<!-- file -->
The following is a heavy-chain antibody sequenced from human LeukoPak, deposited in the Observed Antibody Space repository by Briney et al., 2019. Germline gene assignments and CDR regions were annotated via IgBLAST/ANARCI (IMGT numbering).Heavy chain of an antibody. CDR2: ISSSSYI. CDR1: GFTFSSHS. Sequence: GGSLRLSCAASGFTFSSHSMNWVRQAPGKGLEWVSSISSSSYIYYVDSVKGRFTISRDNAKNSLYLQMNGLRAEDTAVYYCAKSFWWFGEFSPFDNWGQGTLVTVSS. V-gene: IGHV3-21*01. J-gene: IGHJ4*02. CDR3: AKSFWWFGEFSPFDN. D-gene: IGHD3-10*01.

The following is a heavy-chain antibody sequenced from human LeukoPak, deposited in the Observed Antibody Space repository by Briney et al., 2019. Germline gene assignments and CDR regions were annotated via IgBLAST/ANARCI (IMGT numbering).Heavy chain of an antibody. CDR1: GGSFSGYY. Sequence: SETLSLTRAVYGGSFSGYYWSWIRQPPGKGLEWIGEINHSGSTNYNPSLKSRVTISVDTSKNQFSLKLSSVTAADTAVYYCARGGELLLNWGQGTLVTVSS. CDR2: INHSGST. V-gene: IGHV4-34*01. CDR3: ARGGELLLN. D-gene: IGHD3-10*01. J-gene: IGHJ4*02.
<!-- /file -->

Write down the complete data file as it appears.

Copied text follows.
The following is a heavy-chain antibody sequenced from human LeukoPak, deposited in the Observed Antibody Space repository by Briney et al., 2019. Germline gene assignments and CDR regions were annotated via IgBLAST/ANARCI (IMGT numbering).Heavy chain of an antibody. CDR2: ISSSSYI. CDR1: GFTFSSHS. Sequence: GGSLRLSCAASGFTFSSHSMNWVRQAPGKGLEWVSSISSSSYIYYVDSVKGRFTISRDNAKNSLYLQMNGLRAEDTAVYYCAKSFWWFGEFSPFDNWGQGTLVTVSS. V-gene: IGHV3-21*01. J-gene: IGHJ4*02. CDR3: AKSFWWFGEFSPFDN. D-gene: IGHD3-10*01.

The following is a heavy-chain antibody sequenced from human LeukoPak, deposited in the Observed Antibody Space repository by Briney et al., 2019. Germline gene assignments and CDR regions were annotated via IgBLAST/ANARCI (IMGT numbering).Heavy chain of an antibody. CDR1: GGSFSGYY. Sequence: SETLSLTRAVYGGSFSGYYWSWIRQPPGKGLEWIGEINHSGSTNYNPSLKSRVTISVDTSKNQFSLKLSSVTAADTAVYYCARGGELLLNWGQGTLVTVSS. CDR2: INHSGST. V-gene: IGHV4-34*01. CDR3: ARGGELLLN. D-gene: IGHD3-10*01. J-gene: IGHJ4*02.